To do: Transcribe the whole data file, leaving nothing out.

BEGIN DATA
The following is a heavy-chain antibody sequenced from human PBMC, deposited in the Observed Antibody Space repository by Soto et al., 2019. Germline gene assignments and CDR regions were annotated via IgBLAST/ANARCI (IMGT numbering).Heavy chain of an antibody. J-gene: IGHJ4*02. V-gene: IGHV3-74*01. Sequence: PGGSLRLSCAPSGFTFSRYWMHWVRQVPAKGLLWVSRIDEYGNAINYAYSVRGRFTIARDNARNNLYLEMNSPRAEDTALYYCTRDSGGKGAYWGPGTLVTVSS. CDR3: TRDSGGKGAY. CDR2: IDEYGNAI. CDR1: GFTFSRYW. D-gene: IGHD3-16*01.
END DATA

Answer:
The following is a heavy-chain antibody sequenced from human PBMC, deposited in the Observed Antibody Space repository by Soto et al., 2019. Germline gene assignments and CDR regions were annotated via IgBLAST/ANARCI (IMGT numbering).Heavy chain of an antibody. J-gene: IGHJ4*02. V-gene: IGHV3-74*01. Sequence: PGGSLRLSCAPSGFTFSRYWMHWVRQVPAKGLLWVSRIDEYGNAINYAYSVRGRFTIARDNARNNLYLEMNSPRAEDTALYYCTRDSGGKGAYWGPGTLVTVSS. CDR3: TRDSGGKGAY. CDR2: IDEYGNAI. CDR1: GFTFSRYW. D-gene: IGHD3-16*01.